In order to determine on the fly the optimal exposure settings of the different frames to be merged to get HDR images of a scene, the proposed image/frame capture method considers advantageously both the dynamic range of this scene and motion in this scene. The method dynamically changes the exposure from frame to frame, not only in function of the distribution of brightness values in the scene as in the prior art, but also in function of motion detected in this scene. This method makes advantageously use of local and global motion data together with the luminance histogram information to decide how many exposures are possible for a given scene without creating motion artefacts.

Instead of using predefined parameters to define exposures of successive frames used to generate an HDR image, the method defines an exposure for a next frame immediately after capturing a current frame.

As a secondary benefit, the method does not reduce the frame rate since the number of HDR images generated in a sequence will be almost the same as the number of frames used for the generation of these HDR images. For instance, if the scene has two distinct areas with very different brightness levels, the method will align exposures with the each of these levels but will space out exposures further so that overlap between them is minimized or removed, depending also on which merging algorithm is applied for the post-processing. Likewise, if a shaded object is moving in front of a bright background (or vice versa), the exposures will be spaced around the intensity level of the moving object so that its motion can be adequately captured. In the bright background areas (or vice versa), the method will rely on the more spatially distant frames, where the motion in dark (bright) areas was not strong and allowed to capture the dynamic range of the full scene. Thus while giving the priority to the region with motion, the method may advantageously reconstruct for each generated LDR image the full scene range if in one of neighboring frames the motion decreased. If not, the method still expands the range in comparison with a single LDR image.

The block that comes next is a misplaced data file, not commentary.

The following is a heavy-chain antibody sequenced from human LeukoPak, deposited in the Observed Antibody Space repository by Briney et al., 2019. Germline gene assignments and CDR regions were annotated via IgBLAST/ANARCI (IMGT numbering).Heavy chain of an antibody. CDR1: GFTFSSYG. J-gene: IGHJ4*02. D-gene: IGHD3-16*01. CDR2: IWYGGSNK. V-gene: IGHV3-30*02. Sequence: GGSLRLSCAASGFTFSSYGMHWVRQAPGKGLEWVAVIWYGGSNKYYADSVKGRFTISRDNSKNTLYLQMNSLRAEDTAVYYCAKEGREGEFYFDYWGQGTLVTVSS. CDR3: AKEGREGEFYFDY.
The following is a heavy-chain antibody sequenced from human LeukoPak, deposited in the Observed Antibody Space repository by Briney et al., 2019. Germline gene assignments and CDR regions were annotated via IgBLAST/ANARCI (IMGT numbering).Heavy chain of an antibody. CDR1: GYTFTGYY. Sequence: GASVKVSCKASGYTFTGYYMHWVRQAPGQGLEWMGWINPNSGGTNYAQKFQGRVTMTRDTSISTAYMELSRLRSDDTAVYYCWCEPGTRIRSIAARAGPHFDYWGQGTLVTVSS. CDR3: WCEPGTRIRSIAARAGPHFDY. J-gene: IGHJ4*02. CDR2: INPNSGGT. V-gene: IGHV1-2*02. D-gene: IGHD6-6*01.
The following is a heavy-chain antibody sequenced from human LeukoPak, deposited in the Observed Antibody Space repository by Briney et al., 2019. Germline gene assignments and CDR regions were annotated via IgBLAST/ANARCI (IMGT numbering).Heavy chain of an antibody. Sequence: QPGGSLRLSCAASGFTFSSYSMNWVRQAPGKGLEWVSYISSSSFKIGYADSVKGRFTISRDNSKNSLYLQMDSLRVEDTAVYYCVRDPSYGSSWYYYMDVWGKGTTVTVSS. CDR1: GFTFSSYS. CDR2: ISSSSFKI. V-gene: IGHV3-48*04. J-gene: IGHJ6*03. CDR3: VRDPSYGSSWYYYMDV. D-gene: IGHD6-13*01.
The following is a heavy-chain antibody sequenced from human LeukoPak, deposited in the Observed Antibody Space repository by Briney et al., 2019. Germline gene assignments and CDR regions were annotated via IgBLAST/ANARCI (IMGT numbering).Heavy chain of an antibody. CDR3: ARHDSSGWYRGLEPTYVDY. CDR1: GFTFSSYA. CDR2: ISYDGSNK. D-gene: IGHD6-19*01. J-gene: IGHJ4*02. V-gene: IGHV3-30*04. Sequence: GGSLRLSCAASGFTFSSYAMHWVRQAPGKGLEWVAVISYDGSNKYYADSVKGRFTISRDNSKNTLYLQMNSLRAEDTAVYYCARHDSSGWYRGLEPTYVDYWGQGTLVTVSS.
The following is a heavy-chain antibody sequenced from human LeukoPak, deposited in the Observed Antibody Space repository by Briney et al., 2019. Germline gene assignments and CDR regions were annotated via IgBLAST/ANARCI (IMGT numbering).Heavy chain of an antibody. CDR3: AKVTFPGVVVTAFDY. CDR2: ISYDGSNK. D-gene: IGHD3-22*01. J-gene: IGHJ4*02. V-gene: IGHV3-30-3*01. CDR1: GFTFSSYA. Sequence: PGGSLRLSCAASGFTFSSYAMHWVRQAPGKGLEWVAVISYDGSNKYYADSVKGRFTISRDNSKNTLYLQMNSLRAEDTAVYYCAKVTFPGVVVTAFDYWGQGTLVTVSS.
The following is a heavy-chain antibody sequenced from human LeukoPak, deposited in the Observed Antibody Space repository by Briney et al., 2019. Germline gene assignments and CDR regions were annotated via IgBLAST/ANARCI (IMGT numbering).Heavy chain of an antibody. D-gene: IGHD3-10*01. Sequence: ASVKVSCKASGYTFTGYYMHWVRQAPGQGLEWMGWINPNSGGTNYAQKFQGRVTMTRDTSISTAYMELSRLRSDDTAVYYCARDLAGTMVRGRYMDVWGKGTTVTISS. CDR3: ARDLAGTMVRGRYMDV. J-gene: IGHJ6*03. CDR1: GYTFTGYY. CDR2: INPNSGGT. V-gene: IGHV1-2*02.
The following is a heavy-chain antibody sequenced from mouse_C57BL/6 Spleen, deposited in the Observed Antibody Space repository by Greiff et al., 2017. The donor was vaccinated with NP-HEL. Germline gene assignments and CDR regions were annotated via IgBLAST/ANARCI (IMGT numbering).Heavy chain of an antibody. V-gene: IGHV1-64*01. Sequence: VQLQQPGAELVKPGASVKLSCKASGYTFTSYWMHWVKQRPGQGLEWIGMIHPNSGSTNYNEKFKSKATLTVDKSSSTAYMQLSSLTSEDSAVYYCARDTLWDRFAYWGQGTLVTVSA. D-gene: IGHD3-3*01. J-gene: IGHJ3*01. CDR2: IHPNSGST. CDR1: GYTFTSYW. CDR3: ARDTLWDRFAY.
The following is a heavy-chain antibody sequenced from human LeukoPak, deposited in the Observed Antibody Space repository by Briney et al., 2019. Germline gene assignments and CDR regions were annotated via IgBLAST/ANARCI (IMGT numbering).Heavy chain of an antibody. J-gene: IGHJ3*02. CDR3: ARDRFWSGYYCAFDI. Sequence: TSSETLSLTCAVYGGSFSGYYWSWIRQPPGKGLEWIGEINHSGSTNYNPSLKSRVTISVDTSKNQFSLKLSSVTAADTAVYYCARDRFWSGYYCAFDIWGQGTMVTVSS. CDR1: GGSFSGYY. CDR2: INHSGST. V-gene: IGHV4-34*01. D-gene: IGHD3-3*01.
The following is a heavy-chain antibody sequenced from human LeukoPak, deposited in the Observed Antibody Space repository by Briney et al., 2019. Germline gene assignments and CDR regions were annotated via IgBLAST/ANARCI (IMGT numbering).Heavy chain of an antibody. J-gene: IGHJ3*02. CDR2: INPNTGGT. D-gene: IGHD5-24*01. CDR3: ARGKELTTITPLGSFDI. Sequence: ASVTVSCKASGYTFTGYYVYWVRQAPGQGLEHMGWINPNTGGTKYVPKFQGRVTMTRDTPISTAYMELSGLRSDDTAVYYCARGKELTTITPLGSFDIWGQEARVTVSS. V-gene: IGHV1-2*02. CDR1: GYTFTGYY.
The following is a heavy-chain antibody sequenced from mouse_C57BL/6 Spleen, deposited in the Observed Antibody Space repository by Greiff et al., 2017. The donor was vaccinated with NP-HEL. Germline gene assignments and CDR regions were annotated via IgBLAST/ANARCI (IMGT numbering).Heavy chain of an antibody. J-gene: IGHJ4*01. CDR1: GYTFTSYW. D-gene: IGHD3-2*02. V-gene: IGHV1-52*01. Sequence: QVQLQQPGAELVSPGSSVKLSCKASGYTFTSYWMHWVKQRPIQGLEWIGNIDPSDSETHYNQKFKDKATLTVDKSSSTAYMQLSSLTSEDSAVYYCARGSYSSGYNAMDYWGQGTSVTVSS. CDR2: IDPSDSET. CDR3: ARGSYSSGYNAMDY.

Preferably, said motion is null for at least one pixel of the current frame. It means that this frame comprises actually a non-motion region. More generally, it means that the evaluation of motion for pixels of the current frame in comparison with corresponding pixels in the previous frame leads to different values of motion, notably of motion amplitude, including notably zero.